After considering thge current state of the market for lithium-ion batteries – they estimate three billion cells are produced per annum for use in consumer, industrial and automotive applications, with a total market value of $18bn – they say the current technology uses “essentially the same chemistry as that invented in Oxford by Goodenough and colleagues in 1980”.
Current lithium ion battery (LIB) electrodes are “monolithic” in that the electrochemically active materials that are used in powder form in the electrodes, and the residual porosity between the powder particles, are constant through the electrode thickness. Despite their known benefits, graded electrodes are not commercially available because a scalable manufacturing technology has not been developed. Recent developments in Oxford aim to enable electrodes to be fabricated using spray deposition that will allow the porosity and other characteristics to be varied in a controlled fashion through the electrode thickness, thus facilitating both better performance of existing battery chemistries and the commercialisation of new battery chemistries.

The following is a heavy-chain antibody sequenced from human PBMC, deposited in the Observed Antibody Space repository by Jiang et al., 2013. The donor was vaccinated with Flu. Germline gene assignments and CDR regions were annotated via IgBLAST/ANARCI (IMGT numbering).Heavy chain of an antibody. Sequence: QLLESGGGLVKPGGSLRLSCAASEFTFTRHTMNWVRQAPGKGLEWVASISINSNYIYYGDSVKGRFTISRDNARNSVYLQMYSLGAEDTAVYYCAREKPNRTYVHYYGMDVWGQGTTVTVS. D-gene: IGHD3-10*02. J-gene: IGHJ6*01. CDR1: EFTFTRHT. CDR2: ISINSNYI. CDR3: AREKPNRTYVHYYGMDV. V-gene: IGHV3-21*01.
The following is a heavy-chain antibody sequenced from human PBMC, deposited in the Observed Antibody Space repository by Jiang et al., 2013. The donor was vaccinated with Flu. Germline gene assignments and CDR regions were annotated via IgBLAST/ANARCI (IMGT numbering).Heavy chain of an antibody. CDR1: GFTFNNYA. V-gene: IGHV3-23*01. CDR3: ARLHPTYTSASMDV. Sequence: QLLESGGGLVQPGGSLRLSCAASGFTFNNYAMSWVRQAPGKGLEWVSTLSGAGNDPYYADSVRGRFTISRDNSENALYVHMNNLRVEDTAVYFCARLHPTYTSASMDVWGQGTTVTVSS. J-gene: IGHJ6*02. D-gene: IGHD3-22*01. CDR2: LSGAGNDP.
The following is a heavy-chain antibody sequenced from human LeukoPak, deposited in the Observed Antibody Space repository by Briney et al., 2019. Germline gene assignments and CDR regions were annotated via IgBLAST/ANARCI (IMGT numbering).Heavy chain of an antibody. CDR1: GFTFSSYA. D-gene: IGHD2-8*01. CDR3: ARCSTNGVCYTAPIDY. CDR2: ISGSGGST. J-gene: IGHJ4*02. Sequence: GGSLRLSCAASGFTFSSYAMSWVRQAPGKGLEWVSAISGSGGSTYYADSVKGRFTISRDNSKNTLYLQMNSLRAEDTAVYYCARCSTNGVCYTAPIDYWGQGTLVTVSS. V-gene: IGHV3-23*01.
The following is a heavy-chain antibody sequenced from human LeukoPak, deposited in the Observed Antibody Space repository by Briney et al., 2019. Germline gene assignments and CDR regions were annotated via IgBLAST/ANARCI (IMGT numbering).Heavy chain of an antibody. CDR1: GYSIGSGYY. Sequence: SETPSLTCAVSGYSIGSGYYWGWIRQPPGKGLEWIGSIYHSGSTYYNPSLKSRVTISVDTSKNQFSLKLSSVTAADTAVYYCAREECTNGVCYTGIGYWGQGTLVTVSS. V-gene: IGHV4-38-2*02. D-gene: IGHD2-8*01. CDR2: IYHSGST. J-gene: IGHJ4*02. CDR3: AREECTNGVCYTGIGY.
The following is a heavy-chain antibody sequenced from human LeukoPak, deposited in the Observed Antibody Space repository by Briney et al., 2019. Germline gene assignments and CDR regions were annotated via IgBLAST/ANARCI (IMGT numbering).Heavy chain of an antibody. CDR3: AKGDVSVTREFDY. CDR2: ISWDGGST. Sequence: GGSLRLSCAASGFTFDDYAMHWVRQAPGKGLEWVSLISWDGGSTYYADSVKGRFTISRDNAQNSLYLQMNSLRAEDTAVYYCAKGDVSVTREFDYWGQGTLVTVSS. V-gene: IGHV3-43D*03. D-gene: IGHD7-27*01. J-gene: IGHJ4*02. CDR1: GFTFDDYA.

Oxford’s technology is scalable, allowing LIB manufacturers to spray electrodes from a variety of suspensions. Thin, flexible electrodes (100s nm to 10s µm) can be produced and various nanomaterials can be introduced into the electrode at any point. The spraying process allows the electrodes to be graded in different ways. Recent literature suggested that in theory, a capacity increase of up to 70 percent might be possible over conventional slurry-cast LIBs if graded particle and porosity distributions were available. Improvements in thinness and flexibility fit well with requirements for LIBs in mobile electronics, whilst improved energy density and the possibility of using safer electrolytes suits transport applications.
The underlying technology is the subject of a UK patent application, and they say comparative performance tests against conventionally manufactured LIBs are still being run.
Isis Innovation is inviting companies interested in “progressing the commercial opportunities” to get into contact with Isis.